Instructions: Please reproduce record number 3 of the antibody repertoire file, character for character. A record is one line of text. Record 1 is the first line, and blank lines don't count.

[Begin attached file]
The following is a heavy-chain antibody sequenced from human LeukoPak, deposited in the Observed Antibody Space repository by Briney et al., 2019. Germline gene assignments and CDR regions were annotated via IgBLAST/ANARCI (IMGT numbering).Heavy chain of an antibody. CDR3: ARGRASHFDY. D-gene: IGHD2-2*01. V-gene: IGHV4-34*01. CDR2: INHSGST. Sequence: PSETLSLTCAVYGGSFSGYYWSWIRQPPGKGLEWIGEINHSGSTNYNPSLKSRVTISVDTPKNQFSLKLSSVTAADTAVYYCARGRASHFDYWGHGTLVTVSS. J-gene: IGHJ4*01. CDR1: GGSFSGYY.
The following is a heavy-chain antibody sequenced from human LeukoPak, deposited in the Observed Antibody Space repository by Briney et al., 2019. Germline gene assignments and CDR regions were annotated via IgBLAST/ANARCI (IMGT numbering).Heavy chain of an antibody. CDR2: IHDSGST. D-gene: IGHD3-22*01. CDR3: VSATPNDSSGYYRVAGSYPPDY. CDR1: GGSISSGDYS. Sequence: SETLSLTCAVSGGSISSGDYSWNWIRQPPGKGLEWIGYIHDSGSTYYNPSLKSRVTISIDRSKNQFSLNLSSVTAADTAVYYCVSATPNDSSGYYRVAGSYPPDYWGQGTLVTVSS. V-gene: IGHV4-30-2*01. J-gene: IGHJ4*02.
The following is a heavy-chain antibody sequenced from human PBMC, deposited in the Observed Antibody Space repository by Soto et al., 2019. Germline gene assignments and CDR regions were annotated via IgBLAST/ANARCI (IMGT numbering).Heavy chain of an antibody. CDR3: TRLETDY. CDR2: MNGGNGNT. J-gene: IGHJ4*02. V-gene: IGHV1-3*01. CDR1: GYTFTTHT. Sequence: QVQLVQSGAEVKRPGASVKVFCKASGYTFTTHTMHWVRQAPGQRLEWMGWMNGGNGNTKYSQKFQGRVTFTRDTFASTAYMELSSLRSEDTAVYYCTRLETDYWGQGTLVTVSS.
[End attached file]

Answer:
The following is a heavy-chain antibody sequenced from human PBMC, deposited in the Observed Antibody Space repository by Soto et al., 2019. Germline gene assignments and CDR regions were annotated via IgBLAST/ANARCI (IMGT numbering).Heavy chain of an antibody. CDR3: TRLETDY. CDR2: MNGGNGNT. J-gene: IGHJ4*02. V-gene: IGHV1-3*01. CDR1: GYTFTTHT. Sequence: QVQLVQSGAEVKRPGASVKVFCKASGYTFTTHTMHWVRQAPGQRLEWMGWMNGGNGNTKYSQKFQGRVTFTRDTFASTAYMELSSLRSEDTAVYYCTRLETDYWGQGTLVTVSS.